It is almost as if the editor thinks that his readers are somehow immune to what Hamlet calls “the thousand natural shocks that flesh is heir to”; frailty, disability and
old age are fundamental to the human condition.

What’s more, no doubt many Telegraph readers work in the public sector and all benefit from public expenditure in countless other ways.

It is not this, however, which has shocked so many of us.

The real reason is the way that The Telegraph’s calculator reminds us of some of the most repulsive policies in 20th century history, especially attitudes to the public cost of supporting disabled people.

For, unlike the irrational hatred that shapes racism and sexism, attacks on disabled people have all too often been dressed up in the clothes of good housekeeping.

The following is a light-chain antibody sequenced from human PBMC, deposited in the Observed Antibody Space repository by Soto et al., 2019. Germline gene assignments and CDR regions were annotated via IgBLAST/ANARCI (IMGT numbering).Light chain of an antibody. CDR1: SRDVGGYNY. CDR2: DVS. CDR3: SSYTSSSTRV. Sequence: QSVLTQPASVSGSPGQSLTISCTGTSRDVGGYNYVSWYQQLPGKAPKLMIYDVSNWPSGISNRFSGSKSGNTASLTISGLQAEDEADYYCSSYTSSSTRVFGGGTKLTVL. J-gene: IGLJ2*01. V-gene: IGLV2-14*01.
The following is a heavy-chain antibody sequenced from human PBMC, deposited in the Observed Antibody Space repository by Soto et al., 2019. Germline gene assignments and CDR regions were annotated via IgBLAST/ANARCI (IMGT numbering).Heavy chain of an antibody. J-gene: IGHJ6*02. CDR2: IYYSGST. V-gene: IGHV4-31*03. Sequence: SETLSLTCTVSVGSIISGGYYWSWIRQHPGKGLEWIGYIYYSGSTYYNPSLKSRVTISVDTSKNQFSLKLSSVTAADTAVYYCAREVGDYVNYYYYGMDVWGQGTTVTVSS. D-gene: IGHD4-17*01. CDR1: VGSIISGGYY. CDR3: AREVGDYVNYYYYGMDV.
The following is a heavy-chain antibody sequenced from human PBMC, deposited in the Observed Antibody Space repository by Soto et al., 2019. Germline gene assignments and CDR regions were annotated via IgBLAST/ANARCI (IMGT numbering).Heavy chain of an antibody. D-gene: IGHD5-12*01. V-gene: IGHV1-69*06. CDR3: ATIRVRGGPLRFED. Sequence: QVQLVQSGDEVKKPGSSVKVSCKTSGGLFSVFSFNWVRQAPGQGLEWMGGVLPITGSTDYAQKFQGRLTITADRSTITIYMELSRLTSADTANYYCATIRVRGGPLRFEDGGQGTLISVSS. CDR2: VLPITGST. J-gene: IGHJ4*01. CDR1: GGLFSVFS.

We can see this in the early arguments in favour of eugenics where social scientists were eager to reduce the cost of care.

Indeed, this was one of the chief goals of the “colony movement”, where disabled people, especially those with learning disabilities, were packed off to remote colonies whose farms, workshops and unpaid labour were designed to make them cost neutral.

Radicals argued for the sterilisation of so-called feeble-minded people to reduce future expenditure; large, poorly funded hospitals were favoured right up to the 1980s, above all because they offered an economy of scale.